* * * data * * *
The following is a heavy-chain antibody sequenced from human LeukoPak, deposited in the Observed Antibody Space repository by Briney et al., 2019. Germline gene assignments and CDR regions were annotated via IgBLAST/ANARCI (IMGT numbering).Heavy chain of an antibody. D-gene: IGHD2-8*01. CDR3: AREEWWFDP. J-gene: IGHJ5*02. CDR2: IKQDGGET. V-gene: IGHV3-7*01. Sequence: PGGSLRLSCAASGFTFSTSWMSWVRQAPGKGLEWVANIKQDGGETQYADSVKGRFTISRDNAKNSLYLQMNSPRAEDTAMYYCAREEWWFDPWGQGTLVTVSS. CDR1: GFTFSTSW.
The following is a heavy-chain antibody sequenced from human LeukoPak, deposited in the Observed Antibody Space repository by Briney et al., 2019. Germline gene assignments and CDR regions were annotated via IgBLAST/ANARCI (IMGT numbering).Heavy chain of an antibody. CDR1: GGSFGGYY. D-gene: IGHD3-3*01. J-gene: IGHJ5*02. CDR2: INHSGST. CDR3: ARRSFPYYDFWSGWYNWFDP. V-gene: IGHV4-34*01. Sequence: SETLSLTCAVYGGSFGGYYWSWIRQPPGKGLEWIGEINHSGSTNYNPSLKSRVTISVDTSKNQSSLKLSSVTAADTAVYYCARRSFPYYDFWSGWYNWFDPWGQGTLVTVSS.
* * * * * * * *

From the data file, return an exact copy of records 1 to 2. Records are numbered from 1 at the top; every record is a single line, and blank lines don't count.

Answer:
The following is a heavy-chain antibody sequenced from human LeukoPak, deposited in the Observed Antibody Space repository by Briney et al., 2019. Germline gene assignments and CDR regions were annotated via IgBLAST/ANARCI (IMGT numbering).Heavy chain of an antibody. D-gene: IGHD2-8*01. CDR3: AREEWWFDP. J-gene: IGHJ5*02. CDR2: IKQDGGET. V-gene: IGHV3-7*01. Sequence: PGGSLRLSCAASGFTFSTSWMSWVRQAPGKGLEWVANIKQDGGETQYADSVKGRFTISRDNAKNSLYLQMNSPRAEDTAMYYCAREEWWFDPWGQGTLVTVSS. CDR1: GFTFSTSW.
The following is a heavy-chain antibody sequenced from human LeukoPak, deposited in the Observed Antibody Space repository by Briney et al., 2019. Germline gene assignments and CDR regions were annotated via IgBLAST/ANARCI (IMGT numbering).Heavy chain of an antibody. CDR1: GGSFGGYY. D-gene: IGHD3-3*01. J-gene: IGHJ5*02. CDR2: INHSGST. CDR3: ARRSFPYYDFWSGWYNWFDP. V-gene: IGHV4-34*01. Sequence: SETLSLTCAVYGGSFGGYYWSWIRQPPGKGLEWIGEINHSGSTNYNPSLKSRVTISVDTSKNQSSLKLSSVTAADTAVYYCARRSFPYYDFWSGWYNWFDPWGQGTLVTVSS.